Michigan gubernatorial candidate Abdul El-Sayed is still in the race, with the challenge to his eligibility for the state's upcoming election officially dismissed by the state's Bureau of Elections on Wednesday.
El-Sayed's eligibility was called into question earlier this year after Bridge
magazine ran a story
suggesting he was ineligible because he had registered to vote in New York as recently as 2015. According to Michigan's constitution, a gubernatorial candidate must "have been a registered elector in this state for four years next preceding his election." The report cited six election lawyers, many of them speaking anonymously.
A challenge was filed by El-Sayed's Democratic rival Shri Thanedar earlier this month
, and El-Sayed even filed a request for Secretary of State Ruth Johnson to make an official judgment on his eligibility. However, the state rejected the challenge on Wednesday and called for the Court of Appeals to drop El-Sayed's own request, noting that despite the New York stint, El-Sayed has been continuously registered in Michigan since 2003.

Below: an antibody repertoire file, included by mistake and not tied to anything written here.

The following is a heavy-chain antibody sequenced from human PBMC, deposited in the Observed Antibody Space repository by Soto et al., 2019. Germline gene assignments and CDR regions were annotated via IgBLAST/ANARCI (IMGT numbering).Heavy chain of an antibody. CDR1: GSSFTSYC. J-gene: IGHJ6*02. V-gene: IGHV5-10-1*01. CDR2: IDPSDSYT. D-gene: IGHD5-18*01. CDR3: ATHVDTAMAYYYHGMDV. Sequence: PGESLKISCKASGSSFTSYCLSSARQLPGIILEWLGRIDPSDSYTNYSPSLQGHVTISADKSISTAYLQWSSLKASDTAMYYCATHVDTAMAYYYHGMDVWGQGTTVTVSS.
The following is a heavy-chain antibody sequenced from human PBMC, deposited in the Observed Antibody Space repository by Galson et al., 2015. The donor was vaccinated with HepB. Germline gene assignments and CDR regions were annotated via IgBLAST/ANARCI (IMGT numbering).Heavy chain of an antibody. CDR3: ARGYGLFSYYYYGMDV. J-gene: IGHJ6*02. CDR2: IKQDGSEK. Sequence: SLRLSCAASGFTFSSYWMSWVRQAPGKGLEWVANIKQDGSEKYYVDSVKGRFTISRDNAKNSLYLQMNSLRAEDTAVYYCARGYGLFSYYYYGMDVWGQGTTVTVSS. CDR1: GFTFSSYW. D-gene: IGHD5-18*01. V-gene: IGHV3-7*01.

In a letter to challengers, the state wrote that "Dr. El-Sayed’s voter registration record could not have been canceled unless the state received specific written confirmation that he had changed his residence for voting purposes, or until two consecutive federal general elections passed without him voting in Michigan."
Previously, state lawyers said
, "The controversy, such that there is one, is the creation of the media and the Michigan Democratic Party." El-Sayed's camp likened the claims of ineligibility to President Donald Trump's "birther" attacks on President Barack Obama.
“As we have always maintained, Abdul is 100 percent eligible to be Governor of Michigan," says communications director Adam Joseph in a statement. "He's been a registered voter in Michigan since he was 18 years old and has maintained continuous residence in Michigan since he was a child. As we expected, the Secretary of State has rejected this baseless political attack in an unprecedented confirmation of Abdul's eligibility to serve as governor in his state."
El-Sayed, Detroit's former health director, has drawn national attention for his campaign. If elected, he would be the first Muslim governor in U.S. history. However, he has trailed behind fellow Democrats Gretchen Whitmer and Thanedar in recent polls.
El-Sayed supports single-payer health care and free college tuition for people from middle- and low-income households, among a number of progressive policies. Recently, El-Sayed's campaign earned the endorsement of the national Bernie Sanders-inspired progressive group Our Revolution. El-Sayed also rolled out a plan for "MI-Fi," the country's first plan for statewide public broadband internet access.
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